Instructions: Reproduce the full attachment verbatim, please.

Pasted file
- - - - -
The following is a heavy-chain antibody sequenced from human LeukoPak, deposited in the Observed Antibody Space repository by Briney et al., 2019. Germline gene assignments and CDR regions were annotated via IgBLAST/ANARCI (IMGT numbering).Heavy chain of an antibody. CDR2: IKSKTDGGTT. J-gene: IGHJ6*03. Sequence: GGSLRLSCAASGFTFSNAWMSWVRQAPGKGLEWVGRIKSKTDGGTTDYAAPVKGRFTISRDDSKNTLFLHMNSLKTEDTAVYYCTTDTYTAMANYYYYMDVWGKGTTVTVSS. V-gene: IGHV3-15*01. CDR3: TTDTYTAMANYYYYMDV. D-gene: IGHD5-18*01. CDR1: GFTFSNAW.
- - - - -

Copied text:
The following is a heavy-chain antibody sequenced from human LeukoPak, deposited in the Observed Antibody Space repository by Briney et al., 2019. Germline gene assignments and CDR regions were annotated via IgBLAST/ANARCI (IMGT numbering).Heavy chain of an antibody. CDR2: IKSKTDGGTT. J-gene: IGHJ6*03. Sequence: GGSLRLSCAASGFTFSNAWMSWVRQAPGKGLEWVGRIKSKTDGGTTDYAAPVKGRFTISRDDSKNTLFLHMNSLKTEDTAVYYCTTDTYTAMANYYYYMDVWGKGTTVTVSS. V-gene: IGHV3-15*01. CDR3: TTDTYTAMANYYYYMDV. D-gene: IGHD5-18*01. CDR1: GFTFSNAW.